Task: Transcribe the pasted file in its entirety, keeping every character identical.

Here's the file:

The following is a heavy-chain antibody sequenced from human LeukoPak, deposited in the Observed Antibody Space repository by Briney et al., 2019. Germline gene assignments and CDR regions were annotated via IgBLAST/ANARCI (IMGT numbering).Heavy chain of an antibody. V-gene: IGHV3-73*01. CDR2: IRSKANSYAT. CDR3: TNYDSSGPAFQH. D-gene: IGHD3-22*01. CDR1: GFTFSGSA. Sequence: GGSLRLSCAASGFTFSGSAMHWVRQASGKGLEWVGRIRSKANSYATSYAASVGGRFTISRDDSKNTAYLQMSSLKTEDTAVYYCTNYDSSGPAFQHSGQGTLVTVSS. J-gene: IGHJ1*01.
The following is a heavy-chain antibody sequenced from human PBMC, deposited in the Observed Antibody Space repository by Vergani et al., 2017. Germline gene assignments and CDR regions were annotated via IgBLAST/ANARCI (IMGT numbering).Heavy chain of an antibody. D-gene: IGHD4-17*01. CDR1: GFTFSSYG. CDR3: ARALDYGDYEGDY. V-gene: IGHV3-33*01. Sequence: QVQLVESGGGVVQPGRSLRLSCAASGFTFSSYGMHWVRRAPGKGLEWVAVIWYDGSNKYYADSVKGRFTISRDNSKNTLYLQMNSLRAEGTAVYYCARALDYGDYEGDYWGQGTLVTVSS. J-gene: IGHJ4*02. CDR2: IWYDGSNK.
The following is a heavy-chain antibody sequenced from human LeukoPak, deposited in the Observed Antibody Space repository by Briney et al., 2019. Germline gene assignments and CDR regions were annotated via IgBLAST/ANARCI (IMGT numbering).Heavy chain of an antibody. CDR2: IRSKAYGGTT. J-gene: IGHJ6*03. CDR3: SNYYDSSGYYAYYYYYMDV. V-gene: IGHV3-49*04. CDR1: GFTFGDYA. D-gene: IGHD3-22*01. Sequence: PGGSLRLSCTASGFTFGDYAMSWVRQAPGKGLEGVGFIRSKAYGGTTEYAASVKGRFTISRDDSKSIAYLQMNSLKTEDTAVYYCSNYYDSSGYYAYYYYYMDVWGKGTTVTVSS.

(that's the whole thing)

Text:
The following is a heavy-chain antibody sequenced from human LeukoPak, deposited in the Observed Antibody Space repository by Briney et al., 2019. Germline gene assignments and CDR regions were annotated via IgBLAST/ANARCI (IMGT numbering).Heavy chain of an antibody. V-gene: IGHV3-73*01. CDR2: IRSKANSYAT. CDR3: TNYDSSGPAFQH. D-gene: IGHD3-22*01. CDR1: GFTFSGSA. Sequence: GGSLRLSCAASGFTFSGSAMHWVRQASGKGLEWVGRIRSKANSYATSYAASVGGRFTISRDDSKNTAYLQMSSLKTEDTAVYYCTNYDSSGPAFQHSGQGTLVTVSS. J-gene: IGHJ1*01.
The following is a heavy-chain antibody sequenced from human PBMC, deposited in the Observed Antibody Space repository by Vergani et al., 2017. Germline gene assignments and CDR regions were annotated via IgBLAST/ANARCI (IMGT numbering).Heavy chain of an antibody. D-gene: IGHD4-17*01. CDR1: GFTFSSYG. CDR3: ARALDYGDYEGDY. V-gene: IGHV3-33*01. Sequence: QVQLVESGGGVVQPGRSLRLSCAASGFTFSSYGMHWVRRAPGKGLEWVAVIWYDGSNKYYADSVKGRFTISRDNSKNTLYLQMNSLRAEGTAVYYCARALDYGDYEGDYWGQGTLVTVSS. J-gene: IGHJ4*02. CDR2: IWYDGSNK.
The following is a heavy-chain antibody sequenced from human LeukoPak, deposited in the Observed Antibody Space repository by Briney et al., 2019. Germline gene assignments and CDR regions were annotated via IgBLAST/ANARCI (IMGT numbering).Heavy chain of an antibody. CDR2: IRSKAYGGTT. J-gene: IGHJ6*03. CDR3: SNYYDSSGYYAYYYYYMDV. V-gene: IGHV3-49*04. CDR1: GFTFGDYA. D-gene: IGHD3-22*01. Sequence: PGGSLRLSCTASGFTFGDYAMSWVRQAPGKGLEGVGFIRSKAYGGTTEYAASVKGRFTISRDDSKSIAYLQMNSLKTEDTAVYYCSNYYDSSGYYAYYYYYMDVWGKGTTVTVSS.